We set-up our first display at the 2000 National Insulator Association Show in Bloomington, MN and received the First Place - General Category plaque. In our display, we attempted to show the effects of different cleaning agents on the dirt,soot and grime commonly found on glass insulators.

We selected fourteen insulators that had a similar degree of crud. An equal number of plastic containers were set-up, each containing a different cleaning solution. We placed each insulator, on its side, with just half of the insulator submersed in the solution. We wanted to be able to show the results, side by side, of the half that had been cleaned verse the half that had not. The insulators were allowed to soak, undisturbed for approximately forty-eight hours. Then they were removed from the solutions, rinsed with water and allowed to air dry. We did not scrub or wash any of the insulators. The intent was to see what solution removed the most grime without any scrubbing.

We selected cleaners that we had around the house and garage. Only a few were purchased just for this experiment. We used the following products: BONDEX - Wood Bleach (Oxalic Acid Crystals), SUPER IRON OUT (Sodium Hydrosulfite & Sodium Bisulfite), RED DEVIL - Drain Opener (Lye) (Sodium Hydroxide), BAR KEEPERS FRIEND (Oxalic Acid Powder), TRANSCHEM - Muriatic Acid (Hydrochloric Acid), C L R - Calcium Lime Rust Remover (actual ingredients not disclosed on packaging), SANIFLUSH - Bowl Cleaner (Sodium Acid Sulfate), PARKS - Kerosene (Kerosene), DAWN - Dish Soap (Biodegradable anionic & Nonionic Surfactants), BIX - Paint Stripper (Methanol, Toluene, Methylene Chloride), UNOCAL - Mineral Spirits (Mineral Spirits), GOOP - Hand Cleaner (Surfactants), LUNDMARK - T.S.P. (Sodium Meta-Silicate) and WALMART - Clear Ammonia (Ammonia).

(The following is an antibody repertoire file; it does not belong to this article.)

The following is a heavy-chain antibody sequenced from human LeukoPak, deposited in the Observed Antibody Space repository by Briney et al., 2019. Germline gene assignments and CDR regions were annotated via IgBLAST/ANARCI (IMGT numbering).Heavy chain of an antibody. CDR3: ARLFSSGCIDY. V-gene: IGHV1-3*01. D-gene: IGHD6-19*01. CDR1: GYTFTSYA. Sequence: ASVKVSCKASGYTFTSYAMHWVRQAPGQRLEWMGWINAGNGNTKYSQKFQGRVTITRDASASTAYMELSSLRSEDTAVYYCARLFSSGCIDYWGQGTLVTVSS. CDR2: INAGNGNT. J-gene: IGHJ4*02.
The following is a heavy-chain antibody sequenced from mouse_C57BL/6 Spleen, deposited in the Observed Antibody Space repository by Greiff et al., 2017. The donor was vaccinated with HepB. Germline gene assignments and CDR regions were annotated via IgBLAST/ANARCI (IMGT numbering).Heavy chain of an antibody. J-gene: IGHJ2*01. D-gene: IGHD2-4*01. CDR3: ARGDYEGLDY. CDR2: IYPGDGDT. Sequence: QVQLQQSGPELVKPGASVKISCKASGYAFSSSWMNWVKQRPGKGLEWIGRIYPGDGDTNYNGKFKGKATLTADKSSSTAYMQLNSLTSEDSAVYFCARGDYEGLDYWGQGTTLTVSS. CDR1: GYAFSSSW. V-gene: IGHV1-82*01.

We set-up each of the insulators in the display to show the side by side results of the cleaning agent. It presented the half that had been cleaned verse the half that remained in its original dirty state. We had data cards displayed identifying: the brand of the cleaning agent (with a picture), the solution or ingredient, the mix / dilution rate, soak time, cost, source of product, unit cost, insulator description and the test results.

Since the displays were roped off, not allowing a close observation, we included a notebook explaining the experiment that people could look through. We included photos of each insulator before and after cleaning, a photo of the cleaning agentís original container, a shot of the data card and a couple of photos of the experiment in action. We also printed copies of ICON's section on - Cleaning Insulator - to use as a handout. This is a very informative article, used with the authors permission, detailing the proper use of Oxalic Acid and Lye to clean insulators. It provides all the necessary information and the related precautions that should be observed to safely and effectively clean glass insulators.

The final results of our experiment showed that the Bondex - Wood Bleach (Oxalic Acid) and the Red Devil - Drain Opener (Lye) produced excellent results. The Super Iron Out ranked right up there. The Bar Keepers Friend produced great results with a lot less of the hazards associated with the others. The Muriatic Acid did a good job, but the corrosive vapors (even from a covered container) rusted every metal tool hanging anywhere near the workbench. All of the other products had marginal if any effects.

A special thank you to Bob Stahr, Ian Macky and Bill Meier for letting me use their article on Cleaning Insulators and to Rick Soller for the dirty insulators and his help on the idea for our display.

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by Russ Frank
Last updated
May 2008